New tool helps citizens reduce nitrogen load on Chesapeake Bay

"Consumers need to understand that food choices, like other individual actions, do have environmental consequences," said Beth McGee, director of science and agricultural policy at the Chesapeake Bay Foundation.

Brooks Hays
A bird's-eye view of a massive algal bloom growing in James River near near its mouth in the Chesapeake Bay. Photo by Wolfgang K. Vogelbein/Virginia Institute of Marine Science


Scientists have developed a new tool to help citizens do their part to reduce the amount of nitrogen flowing into the Chesapeake Bay.
Nitrogen is the main catalyst of algal blooms, which can release harmful toxins and suck large amounts of oxygen from the water, triggering mass die-offs of fish and other marine organisms.
Most of the nitrogen flowing into the Chesapeake watershed comes from fertilizer runoff on large farms, but a significant portion comes from air pollution as a result of burning fossil fuels.
The latest research offers citizens a way to calculate their "nitrogen footprint" and offers suggestions on how to curb their footprint by making lifestyle changes.
"Food production, particularly of meat products, is responsible for more nitrogen emissions than any other sector," James Galloway, an environmental economist at Virginia, said in a news release. "The typical U.S. citizen consumes roughly 30 percent more protein than he or she needs."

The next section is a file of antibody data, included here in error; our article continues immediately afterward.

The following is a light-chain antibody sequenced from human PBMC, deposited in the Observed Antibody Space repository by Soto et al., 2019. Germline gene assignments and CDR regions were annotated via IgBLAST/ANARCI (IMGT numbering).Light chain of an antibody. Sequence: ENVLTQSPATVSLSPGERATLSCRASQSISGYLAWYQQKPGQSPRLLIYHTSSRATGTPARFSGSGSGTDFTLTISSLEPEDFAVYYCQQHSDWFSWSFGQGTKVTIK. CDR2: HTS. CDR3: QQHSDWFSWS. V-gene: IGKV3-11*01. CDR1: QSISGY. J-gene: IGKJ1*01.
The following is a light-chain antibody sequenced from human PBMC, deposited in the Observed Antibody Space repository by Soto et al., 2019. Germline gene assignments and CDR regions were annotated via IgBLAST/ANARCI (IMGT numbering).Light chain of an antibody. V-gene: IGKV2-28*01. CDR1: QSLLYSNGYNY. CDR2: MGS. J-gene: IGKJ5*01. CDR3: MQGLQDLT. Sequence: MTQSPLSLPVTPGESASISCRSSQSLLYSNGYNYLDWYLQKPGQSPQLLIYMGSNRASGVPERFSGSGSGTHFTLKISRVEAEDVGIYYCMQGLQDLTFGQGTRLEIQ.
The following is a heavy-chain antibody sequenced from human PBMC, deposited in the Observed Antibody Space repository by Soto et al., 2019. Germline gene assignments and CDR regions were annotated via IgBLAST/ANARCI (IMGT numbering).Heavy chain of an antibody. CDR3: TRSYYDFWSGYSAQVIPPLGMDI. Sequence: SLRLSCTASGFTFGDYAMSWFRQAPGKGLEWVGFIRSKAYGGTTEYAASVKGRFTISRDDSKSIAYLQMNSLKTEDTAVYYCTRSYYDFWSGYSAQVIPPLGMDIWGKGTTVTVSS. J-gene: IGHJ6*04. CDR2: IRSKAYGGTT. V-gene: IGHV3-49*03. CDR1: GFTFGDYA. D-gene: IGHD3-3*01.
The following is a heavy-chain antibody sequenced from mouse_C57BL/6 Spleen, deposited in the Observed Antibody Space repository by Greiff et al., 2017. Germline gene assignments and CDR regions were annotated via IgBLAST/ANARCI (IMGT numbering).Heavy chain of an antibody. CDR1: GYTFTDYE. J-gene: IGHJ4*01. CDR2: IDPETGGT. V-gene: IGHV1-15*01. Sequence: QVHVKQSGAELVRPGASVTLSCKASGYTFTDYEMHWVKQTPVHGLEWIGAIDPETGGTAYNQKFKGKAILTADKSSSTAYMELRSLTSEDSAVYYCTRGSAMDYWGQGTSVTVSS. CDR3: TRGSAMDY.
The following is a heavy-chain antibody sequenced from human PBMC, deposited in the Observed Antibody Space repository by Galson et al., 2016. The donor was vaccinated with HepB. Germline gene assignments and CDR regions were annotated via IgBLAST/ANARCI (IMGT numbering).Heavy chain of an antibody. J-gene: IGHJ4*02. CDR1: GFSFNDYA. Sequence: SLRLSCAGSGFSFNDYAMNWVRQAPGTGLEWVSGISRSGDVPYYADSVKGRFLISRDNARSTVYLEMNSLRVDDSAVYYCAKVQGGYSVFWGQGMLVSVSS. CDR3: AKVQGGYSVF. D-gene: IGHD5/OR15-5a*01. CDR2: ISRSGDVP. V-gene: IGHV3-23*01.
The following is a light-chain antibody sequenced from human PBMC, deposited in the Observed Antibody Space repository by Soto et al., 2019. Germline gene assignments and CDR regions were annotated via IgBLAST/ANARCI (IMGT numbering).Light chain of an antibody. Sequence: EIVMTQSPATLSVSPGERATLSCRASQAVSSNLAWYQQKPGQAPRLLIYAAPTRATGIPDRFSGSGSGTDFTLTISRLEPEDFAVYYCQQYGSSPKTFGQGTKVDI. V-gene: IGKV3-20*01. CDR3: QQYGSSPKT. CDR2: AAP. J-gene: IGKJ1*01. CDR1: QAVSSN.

The nitrogen footprint calculator developed by Galloway and his colleagues suggests significant nitrogen reductions could be had if everyone living in the Chesapeake watershed consumed only the recommended amount of meat.
Diet isn't the only factor that determines a person's nitrogen footprint. Landscaping, energy use and other factors also play a role.
Though lifestyle changes may take a bit more of a commitment, calculating a person's nitrogen footprint only takes about five minutes.
"We are not suggesting that people become vegetarians, but we believe consumers need to understand that food choices, like other individual actions, do have environmental consequences, and to recognize that slight changes in our behavior, if adopted on a wide scale, could make a difference for the bay and our rivers and streams," said Beth McGee, director of science and agricultural policy at the Chesapeake Bay Foundation.
The calculator is currently available online.
New tool helps citizens reduce nitrogen load on Chesapeake Bay Reviewed by Bizpodia on 03:06 Rating: 5

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